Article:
Rudolph & Roasts: How & Why to Make Mouthwatering Meat this Christmas
With its origins in the traditional Christmas dinners of Britain, a Christmas Roast is often the crown jewel of an American Christmas dinner. Whether it be a tenderloin, rack of prime rib, or Beef Wellington nestled in its elegant cloak of duxelles and ham, a beef roast with all the trimmings is the focal point of any Yuletide banquet. Today, we’ll discuss the origins of the traditional Christmas or holiday dinner, whether or not you should use seasoning – or tenderizer – on your beef, and what the best options for your roast & prime rib rubs are.
Here’s the Beef: The Roots of Holiday Tradition
The American Christmas roast almost certainly springs from the holiday traditions of Britain: not only were the British so fond of unadorned roast beef as to found “Beefsteak Clubs” in the 18th-century (with the express purpose of providing their members an opportunity to gather and enjoy roast beef), but they were nicknamed Les Rosbifs by their Gallic neighbors as well! Nothing like a bit of ribbing – ahem -from the culinary capital of Europe to demonstrate just how important beef consumption was to British appetites.
But before we examine more fully the role of red meat as the centerpiece of the American Christmas table, readers should know that in the 19th and early 20th centuries, it was turkey that was seen as the most desirable meat for the meal. Because of the lack of mass poultry production until the 1940s, turkey could only be obtained in large “turkey shoots” in the countryside. As a consequence, not only was turkey mostly for the well-to-do, but prime rib was in fact the more budget-friendly option for most Americans. A marked difference from the present state of affairs, without doubt.
Today, beef roasts are seen as the choice option for many American families. And while there are no doubt countless gastronomic Christmas traditions originating the world over celebrated by Americans, it’s beef that is most popular. Turkey’s just so last month!
Should I Use Seasoning or Tenderizer on my Roast?
For a particularly delicate cut like tenderloin (the name does it justice), there’s no need to use tenderizer: the enzymes break down proteins and are a misuse with premium cuts. However, rubs specifically formulated for beef roasts can add a bit of panache to your holiday roast. Featuring a subtle, harmonious, and piquant blend of herbs & spices – from cumin, onion and garlic to nutmeg – Niblack Foods’ Holiday Beef Tenderloin Roast Rub is the perfect accompaniment for those who want to add the sort of depth and vibrancy that only an expertly-blended spice rub can provide. This blend has been specially formulated for the tender, choice cuts of meats that are popular around the holidays: however, Niblack also offers a wide variety of rubs for you to select from – mix it up and wow your guests this season!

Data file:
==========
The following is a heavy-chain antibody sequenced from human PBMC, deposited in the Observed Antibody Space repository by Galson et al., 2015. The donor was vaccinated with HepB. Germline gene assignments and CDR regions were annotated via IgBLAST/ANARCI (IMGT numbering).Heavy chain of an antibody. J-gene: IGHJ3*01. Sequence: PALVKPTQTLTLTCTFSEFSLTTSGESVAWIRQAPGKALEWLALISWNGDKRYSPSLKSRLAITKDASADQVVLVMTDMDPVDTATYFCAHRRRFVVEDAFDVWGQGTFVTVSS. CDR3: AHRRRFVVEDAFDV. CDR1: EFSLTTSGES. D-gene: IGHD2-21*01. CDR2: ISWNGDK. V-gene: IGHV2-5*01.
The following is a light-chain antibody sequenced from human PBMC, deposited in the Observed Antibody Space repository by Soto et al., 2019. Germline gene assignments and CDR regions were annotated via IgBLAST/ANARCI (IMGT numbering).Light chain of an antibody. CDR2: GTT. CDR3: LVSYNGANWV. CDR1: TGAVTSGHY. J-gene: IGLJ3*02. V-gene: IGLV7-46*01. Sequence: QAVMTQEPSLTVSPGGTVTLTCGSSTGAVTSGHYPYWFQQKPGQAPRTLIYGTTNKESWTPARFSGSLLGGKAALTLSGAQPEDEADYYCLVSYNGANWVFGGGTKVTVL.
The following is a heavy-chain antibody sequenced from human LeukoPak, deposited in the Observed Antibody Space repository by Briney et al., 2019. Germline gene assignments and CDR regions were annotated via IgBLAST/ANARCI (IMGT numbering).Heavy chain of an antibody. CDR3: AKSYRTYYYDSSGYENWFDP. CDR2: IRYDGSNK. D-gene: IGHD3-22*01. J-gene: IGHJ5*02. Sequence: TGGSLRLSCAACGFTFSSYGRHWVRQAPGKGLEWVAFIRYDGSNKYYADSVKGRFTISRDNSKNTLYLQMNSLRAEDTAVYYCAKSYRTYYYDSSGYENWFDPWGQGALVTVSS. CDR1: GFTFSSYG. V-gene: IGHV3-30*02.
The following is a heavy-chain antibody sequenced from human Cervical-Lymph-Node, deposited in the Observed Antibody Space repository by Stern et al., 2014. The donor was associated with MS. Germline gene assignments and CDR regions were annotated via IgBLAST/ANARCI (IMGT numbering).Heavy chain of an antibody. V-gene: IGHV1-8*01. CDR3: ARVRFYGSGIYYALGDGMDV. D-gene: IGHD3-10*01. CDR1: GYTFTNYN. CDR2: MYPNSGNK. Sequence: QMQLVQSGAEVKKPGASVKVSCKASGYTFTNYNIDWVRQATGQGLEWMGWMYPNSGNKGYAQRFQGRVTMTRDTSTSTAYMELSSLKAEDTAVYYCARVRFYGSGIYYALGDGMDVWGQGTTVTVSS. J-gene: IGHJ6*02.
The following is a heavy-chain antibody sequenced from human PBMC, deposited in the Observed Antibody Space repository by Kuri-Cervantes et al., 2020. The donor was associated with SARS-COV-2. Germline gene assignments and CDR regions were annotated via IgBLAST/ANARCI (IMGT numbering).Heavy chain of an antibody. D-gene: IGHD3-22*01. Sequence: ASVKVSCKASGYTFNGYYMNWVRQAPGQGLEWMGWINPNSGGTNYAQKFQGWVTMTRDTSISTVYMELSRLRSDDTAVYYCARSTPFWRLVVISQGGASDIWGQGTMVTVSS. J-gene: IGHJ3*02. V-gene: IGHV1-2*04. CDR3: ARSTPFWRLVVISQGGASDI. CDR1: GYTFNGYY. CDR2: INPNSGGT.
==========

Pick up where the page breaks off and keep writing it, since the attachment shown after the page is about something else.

But Does Meat Tenderizer Work?
More economical cuts of meat can make a delicious Christmas dinner, too. While a chuck roast may not offer much in the way of a gentle mouthfeel, a tenderizing meat rub can offer a more delicate, soft final product – a jaw workout isn’t always appreciated when it comes at the dinner table!
Niblack Foods’ Meat Tenderizer rub contains papain – an enzyme present in papayas – that breaks down tough, fibrous meat and makes it a delight to bite. An all-natural way to deliver an unparalleled holiday dinner without breaking the bank, this tenderizing blend also features a zesty blend of herbs and spices for your roast that make it the ideal option for one-step roast prep. It’s also available in a lovingly prepared no-salt and seasoning-free version for those who are either watching their sodium intake, or would like to add another rub (or a homemade blend of their own!) to their Christmastide celebration.
Roast Rubs and More are Available at Niblack Foods
It’s never too early to get a start on planning your holiday festivities, so head over to our main page and start searching not only for your roast rubs, but holiday baking supplies and more! We try to share all the useful information that we can with our customers so come on down and learn about the origins & uses of our favorite spices at the Niblack Foods blog! If you’re local to Rochester (or simply in the area), you’re invited to stop by our shop at 900 Jefferson Road and talk to us about your baking, cooking & spice needs.